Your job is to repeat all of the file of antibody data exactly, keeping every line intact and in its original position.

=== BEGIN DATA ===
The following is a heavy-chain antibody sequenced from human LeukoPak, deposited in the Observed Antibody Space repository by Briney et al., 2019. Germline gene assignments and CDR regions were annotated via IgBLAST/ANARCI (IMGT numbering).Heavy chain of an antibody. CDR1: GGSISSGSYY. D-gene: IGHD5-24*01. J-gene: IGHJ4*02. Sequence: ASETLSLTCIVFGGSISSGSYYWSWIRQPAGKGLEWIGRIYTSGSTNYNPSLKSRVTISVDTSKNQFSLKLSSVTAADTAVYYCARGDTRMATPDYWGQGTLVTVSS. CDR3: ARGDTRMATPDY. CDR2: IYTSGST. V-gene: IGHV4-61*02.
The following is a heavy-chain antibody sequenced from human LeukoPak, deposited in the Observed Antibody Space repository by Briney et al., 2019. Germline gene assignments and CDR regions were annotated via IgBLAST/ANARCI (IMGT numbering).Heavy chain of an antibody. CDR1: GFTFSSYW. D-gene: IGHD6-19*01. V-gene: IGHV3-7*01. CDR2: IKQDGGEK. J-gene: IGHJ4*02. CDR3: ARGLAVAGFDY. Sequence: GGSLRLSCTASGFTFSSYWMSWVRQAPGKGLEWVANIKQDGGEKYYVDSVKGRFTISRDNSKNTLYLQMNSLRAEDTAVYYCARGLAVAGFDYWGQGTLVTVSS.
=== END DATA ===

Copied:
The following is a heavy-chain antibody sequenced from human LeukoPak, deposited in the Observed Antibody Space repository by Briney et al., 2019. Germline gene assignments and CDR regions were annotated via IgBLAST/ANARCI (IMGT numbering).Heavy chain of an antibody. CDR1: GGSISSGSYY. D-gene: IGHD5-24*01. J-gene: IGHJ4*02. Sequence: ASETLSLTCIVFGGSISSGSYYWSWIRQPAGKGLEWIGRIYTSGSTNYNPSLKSRVTISVDTSKNQFSLKLSSVTAADTAVYYCARGDTRMATPDYWGQGTLVTVSS. CDR3: ARGDTRMATPDY. CDR2: IYTSGST. V-gene: IGHV4-61*02.
The following is a heavy-chain antibody sequenced from human LeukoPak, deposited in the Observed Antibody Space repository by Briney et al., 2019. Germline gene assignments and CDR regions were annotated via IgBLAST/ANARCI (IMGT numbering).Heavy chain of an antibody. CDR1: GFTFSSYW. D-gene: IGHD6-19*01. V-gene: IGHV3-7*01. CDR2: IKQDGGEK. J-gene: IGHJ4*02. CDR3: ARGLAVAGFDY. Sequence: GGSLRLSCTASGFTFSSYWMSWVRQAPGKGLEWVANIKQDGGEKYYVDSVKGRFTISRDNSKNTLYLQMNSLRAEDTAVYYCARGLAVAGFDYWGQGTLVTVSS.